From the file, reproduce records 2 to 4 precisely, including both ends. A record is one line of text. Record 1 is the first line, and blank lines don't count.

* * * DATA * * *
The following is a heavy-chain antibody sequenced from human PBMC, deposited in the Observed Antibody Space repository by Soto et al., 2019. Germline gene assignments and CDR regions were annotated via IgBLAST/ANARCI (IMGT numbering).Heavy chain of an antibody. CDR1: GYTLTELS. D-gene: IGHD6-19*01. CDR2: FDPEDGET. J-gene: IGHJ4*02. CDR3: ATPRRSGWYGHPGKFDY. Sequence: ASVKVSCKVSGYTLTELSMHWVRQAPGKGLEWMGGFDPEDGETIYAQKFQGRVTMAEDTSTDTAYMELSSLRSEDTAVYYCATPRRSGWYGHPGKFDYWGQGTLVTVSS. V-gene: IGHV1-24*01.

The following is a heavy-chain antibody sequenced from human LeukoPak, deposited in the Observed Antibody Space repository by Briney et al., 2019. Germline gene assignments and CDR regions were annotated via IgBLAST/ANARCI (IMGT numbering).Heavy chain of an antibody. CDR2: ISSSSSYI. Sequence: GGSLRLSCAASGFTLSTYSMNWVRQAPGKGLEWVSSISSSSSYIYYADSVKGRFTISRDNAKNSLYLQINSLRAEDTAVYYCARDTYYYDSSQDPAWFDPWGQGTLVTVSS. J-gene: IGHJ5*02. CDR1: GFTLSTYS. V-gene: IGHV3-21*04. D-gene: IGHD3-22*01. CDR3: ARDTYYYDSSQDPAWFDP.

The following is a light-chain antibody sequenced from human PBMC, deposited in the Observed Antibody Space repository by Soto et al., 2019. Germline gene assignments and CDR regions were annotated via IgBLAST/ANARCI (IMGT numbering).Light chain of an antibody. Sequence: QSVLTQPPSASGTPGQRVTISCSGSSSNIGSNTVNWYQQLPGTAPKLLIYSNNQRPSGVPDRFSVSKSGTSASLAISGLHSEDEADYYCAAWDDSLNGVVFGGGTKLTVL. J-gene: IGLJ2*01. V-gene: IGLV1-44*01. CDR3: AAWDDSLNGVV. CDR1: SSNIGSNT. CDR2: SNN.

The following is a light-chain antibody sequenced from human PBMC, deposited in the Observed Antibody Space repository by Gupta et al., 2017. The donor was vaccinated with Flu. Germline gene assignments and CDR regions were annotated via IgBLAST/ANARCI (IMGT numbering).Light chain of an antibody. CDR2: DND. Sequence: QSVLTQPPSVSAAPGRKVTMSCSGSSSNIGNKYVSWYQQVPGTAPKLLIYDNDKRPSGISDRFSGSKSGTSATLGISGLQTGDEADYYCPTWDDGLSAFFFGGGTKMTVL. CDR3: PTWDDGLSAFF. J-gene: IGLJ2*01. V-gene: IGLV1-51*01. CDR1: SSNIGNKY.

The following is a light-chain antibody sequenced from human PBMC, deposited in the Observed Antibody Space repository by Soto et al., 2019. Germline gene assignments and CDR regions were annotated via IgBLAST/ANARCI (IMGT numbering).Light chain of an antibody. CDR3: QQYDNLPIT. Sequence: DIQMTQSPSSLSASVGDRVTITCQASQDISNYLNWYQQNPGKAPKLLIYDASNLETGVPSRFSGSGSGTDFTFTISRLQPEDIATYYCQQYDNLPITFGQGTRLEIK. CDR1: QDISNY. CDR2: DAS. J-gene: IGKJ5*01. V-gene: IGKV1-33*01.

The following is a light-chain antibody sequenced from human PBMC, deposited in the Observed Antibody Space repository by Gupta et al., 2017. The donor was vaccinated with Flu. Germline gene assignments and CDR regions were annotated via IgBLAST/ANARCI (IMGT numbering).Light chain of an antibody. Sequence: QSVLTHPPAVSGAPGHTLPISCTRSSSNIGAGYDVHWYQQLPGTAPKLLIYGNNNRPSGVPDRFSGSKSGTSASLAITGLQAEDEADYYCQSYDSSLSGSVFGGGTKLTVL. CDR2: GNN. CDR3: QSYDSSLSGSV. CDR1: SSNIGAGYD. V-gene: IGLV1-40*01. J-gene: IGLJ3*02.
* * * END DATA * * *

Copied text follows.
The following is a heavy-chain antibody sequenced from human LeukoPak, deposited in the Observed Antibody Space repository by Briney et al., 2019. Germline gene assignments and CDR regions were annotated via IgBLAST/ANARCI (IMGT numbering).Heavy chain of an antibody. CDR2: ISSSSSYI. Sequence: GGSLRLSCAASGFTLSTYSMNWVRQAPGKGLEWVSSISSSSSYIYYADSVKGRFTISRDNAKNSLYLQINSLRAEDTAVYYCARDTYYYDSSQDPAWFDPWGQGTLVTVSS. J-gene: IGHJ5*02. CDR1: GFTLSTYS. V-gene: IGHV3-21*04. D-gene: IGHD3-22*01. CDR3: ARDTYYYDSSQDPAWFDP.

The following is a light-chain antibody sequenced from human PBMC, deposited in the Observed Antibody Space repository by Soto et al., 2019. Germline gene assignments and CDR regions were annotated via IgBLAST/ANARCI (IMGT numbering).Light chain of an antibody. Sequence: QSVLTQPPSASGTPGQRVTISCSGSSSNIGSNTVNWYQQLPGTAPKLLIYSNNQRPSGVPDRFSVSKSGTSASLAISGLHSEDEADYYCAAWDDSLNGVVFGGGTKLTVL. J-gene: IGLJ2*01. V-gene: IGLV1-44*01. CDR3: AAWDDSLNGVV. CDR1: SSNIGSNT. CDR2: SNN.

The following is a light-chain antibody sequenced from human PBMC, deposited in the Observed Antibody Space repository by Gupta et al., 2017. The donor was vaccinated with Flu. Germline gene assignments and CDR regions were annotated via IgBLAST/ANARCI (IMGT numbering).Light chain of an antibody. CDR2: DND. Sequence: QSVLTQPPSVSAAPGRKVTMSCSGSSSNIGNKYVSWYQQVPGTAPKLLIYDNDKRPSGISDRFSGSKSGTSATLGISGLQTGDEADYYCPTWDDGLSAFFFGGGTKMTVL. CDR3: PTWDDGLSAFF. J-gene: IGLJ2*01. V-gene: IGLV1-51*01. CDR1: SSNIGNKY.